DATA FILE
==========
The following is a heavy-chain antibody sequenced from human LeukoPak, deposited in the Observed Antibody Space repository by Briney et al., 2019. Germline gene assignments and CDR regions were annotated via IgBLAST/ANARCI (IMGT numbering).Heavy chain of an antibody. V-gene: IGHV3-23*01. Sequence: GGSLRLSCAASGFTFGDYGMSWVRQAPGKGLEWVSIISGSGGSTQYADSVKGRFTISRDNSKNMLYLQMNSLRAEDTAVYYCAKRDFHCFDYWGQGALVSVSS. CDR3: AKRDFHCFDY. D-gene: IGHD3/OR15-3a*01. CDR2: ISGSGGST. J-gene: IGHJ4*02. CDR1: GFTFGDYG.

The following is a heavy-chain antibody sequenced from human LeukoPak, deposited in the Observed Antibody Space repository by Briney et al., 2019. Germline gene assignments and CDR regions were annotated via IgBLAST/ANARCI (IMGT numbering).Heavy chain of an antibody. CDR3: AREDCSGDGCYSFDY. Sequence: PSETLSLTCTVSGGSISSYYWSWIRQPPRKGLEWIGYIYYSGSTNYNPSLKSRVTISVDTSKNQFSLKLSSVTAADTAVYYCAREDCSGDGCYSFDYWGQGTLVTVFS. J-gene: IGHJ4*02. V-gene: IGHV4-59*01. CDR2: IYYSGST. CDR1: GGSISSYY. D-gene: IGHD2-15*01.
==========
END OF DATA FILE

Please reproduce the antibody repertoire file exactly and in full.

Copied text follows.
The following is a heavy-chain antibody sequenced from human LeukoPak, deposited in the Observed Antibody Space repository by Briney et al., 2019. Germline gene assignments and CDR regions were annotated via IgBLAST/ANARCI (IMGT numbering).Heavy chain of an antibody. V-gene: IGHV3-23*01. Sequence: GGSLRLSCAASGFTFGDYGMSWVRQAPGKGLEWVSIISGSGGSTQYADSVKGRFTISRDNSKNMLYLQMNSLRAEDTAVYYCAKRDFHCFDYWGQGALVSVSS. CDR3: AKRDFHCFDY. D-gene: IGHD3/OR15-3a*01. CDR2: ISGSGGST. J-gene: IGHJ4*02. CDR1: GFTFGDYG.

The following is a heavy-chain antibody sequenced from human LeukoPak, deposited in the Observed Antibody Space repository by Briney et al., 2019. Germline gene assignments and CDR regions were annotated via IgBLAST/ANARCI (IMGT numbering).Heavy chain of an antibody. CDR3: AREDCSGDGCYSFDY. Sequence: PSETLSLTCTVSGGSISSYYWSWIRQPPRKGLEWIGYIYYSGSTNYNPSLKSRVTISVDTSKNQFSLKLSSVTAADTAVYYCAREDCSGDGCYSFDYWGQGTLVTVFS. J-gene: IGHJ4*02. V-gene: IGHV4-59*01. CDR2: IYYSGST. CDR1: GGSISSYY. D-gene: IGHD2-15*01.